peackeeping force in the Tyre area did
not act to prevent a prolonged rocket
barrage showed that the guerrillas
were free once again to harass Israel.
But the Israeli chief of staff seemed
only mildly concerned about the fate of
the six-week-old cease-fire which was
supposed to end the three-way fighting
among Palestinians, Christians and
Israelis in Lebanon.
HE SAID THE truce had never really
existed because there had been almost
daily shooting in southern Lebanon. But
he said he did not see it as "nullified"
because that was for the government to
decide, not the army.
Gur said if the area remained quiet
and if the Lebanese and Israeli gover-
nments agreed, negotiations could
resume between officers of the two
sides to work out a real truce.
There have been several meetings in
the past to discuss implementing the
truce, despite the technical state of War
between Israel and Lebanon.

A PALESTINIAN WOMAN scrambles to gather her belongings yesterday after an Israeli air attack upon the southern
Lebanese village of Bourj el Shimaly. Damage is visible.

BLA CKS WIN MAJORITY:

Election reflects population shift

(Continued from Page 1)

Council are U.S. Treasury Agent and
school board member Herbert Mc-
Fadden, and Marxist attorney Ken-
neth Cockrel. McFadden narrowly
defeated former Councilman An-
thony Wierzbicki for the ninth Coun-
cil seat.
It was definitely a day of reckoning
for conservatives in Detroit, for
while socialist Cockrel was savoring
his victory the other favored con-

servative candidate, former police
commissioner Philip Tannian, also
went down to defeat.
There are still three incumbent
conservatives on the Council, but
Cockrel finished ahead of two of
them. The make-up of the new
Council will be three conservatives
and six liberals.
TUESDAY'S returns were also a
statement' on the power of endorse-
ment. Cockrel was shunned by both
of Detroit's major newspapers and
by the powerful UAW, but he still
finished sixth overall, ahead of three
UAW-backed contenders.
Voters, however, ignored the fact
that Cockrel received no endorse-
ments and gave him strong grass
roots support.
The UAW, however, is far from'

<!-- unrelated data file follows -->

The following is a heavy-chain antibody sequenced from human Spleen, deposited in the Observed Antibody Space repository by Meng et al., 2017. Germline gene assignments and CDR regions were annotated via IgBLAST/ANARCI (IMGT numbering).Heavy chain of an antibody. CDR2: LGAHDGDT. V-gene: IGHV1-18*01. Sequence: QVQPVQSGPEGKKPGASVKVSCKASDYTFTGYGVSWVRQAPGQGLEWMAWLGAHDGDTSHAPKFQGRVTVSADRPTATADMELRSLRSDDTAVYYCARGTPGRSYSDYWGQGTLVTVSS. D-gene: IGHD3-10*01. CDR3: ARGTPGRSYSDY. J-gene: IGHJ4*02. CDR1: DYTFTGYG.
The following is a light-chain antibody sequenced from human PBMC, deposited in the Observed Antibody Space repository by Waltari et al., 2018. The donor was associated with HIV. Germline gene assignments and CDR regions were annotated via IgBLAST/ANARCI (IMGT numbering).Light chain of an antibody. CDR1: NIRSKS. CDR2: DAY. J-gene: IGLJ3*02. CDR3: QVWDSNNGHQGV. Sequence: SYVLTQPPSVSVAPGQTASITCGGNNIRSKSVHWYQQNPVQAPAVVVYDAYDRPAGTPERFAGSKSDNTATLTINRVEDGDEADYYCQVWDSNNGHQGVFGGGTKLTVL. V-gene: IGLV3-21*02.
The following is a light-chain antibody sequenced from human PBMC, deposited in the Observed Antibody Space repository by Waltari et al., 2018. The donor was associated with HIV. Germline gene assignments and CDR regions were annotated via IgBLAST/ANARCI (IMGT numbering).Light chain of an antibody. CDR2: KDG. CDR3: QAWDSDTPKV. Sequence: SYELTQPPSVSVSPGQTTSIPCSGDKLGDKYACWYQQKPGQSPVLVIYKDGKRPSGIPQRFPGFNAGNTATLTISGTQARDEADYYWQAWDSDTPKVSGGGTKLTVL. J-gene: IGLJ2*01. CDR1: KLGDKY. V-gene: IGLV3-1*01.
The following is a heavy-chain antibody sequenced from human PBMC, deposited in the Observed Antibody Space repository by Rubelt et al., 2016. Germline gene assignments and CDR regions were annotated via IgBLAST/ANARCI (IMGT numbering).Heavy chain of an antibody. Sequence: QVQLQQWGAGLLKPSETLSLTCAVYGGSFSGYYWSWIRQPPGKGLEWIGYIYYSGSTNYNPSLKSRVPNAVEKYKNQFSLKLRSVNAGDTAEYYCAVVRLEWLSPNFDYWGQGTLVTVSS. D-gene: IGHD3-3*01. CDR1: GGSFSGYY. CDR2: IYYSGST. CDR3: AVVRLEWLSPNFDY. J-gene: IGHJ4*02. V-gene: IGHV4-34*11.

politically dead. The Union endorsed
all seven incumbents, including the

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three conservatives, and that en-
dorsement saved all three from a
drubbing by a majority black elector-
ate.
TUESDAY'S voting may also sig-
nify the end of the once-powerful De-
troit Police Officers Association;
(DPOA). For the first time in the
DPOA's history, they shunned a
sitting mayor and eidorsed Browne.
The DPOA has been at odds with
the mayor since he took office in 1974
and began instituting affirmative ac-
tion policies that promoted blacks
and women over white officers in the
department. The DPOA and the city
have met in court on more than one
occasion.
The association openly backed
Brown'e candidacy, and even pro-
vided the bodyguards for the mayor-
al longshot. But the endorseient
soon -became a stigma for Browne,
who was forced to reconcile the en-
dorsement with blacks, who remem-
ber the police brutality of the pre-riot
days.
YOUNG WAS not hurting for
endorsements, however, in fact open-
ly flaunting such friends as Henry
Ford II, Muhammed Ali and Presi-
dent Carter. Young supported Carter
during the 1976 primaries, when most
black leaders were wary of the
Georgian for his "ethnic purity"
remark.
That Washington connection, plus
Young's position as vice-chairman of
the Democratic National Committee,
gave the mayor an unbeatable
reputation for "bringing home the
hacon" - federal funds for Detroit.
Young's mandate Tuesday was
viewed, by press secretary Robert
Pisor among others, as the catalyst
that will catapult the mayor onto the
national scene as one of the promin-
ent black spokesmen of the decade.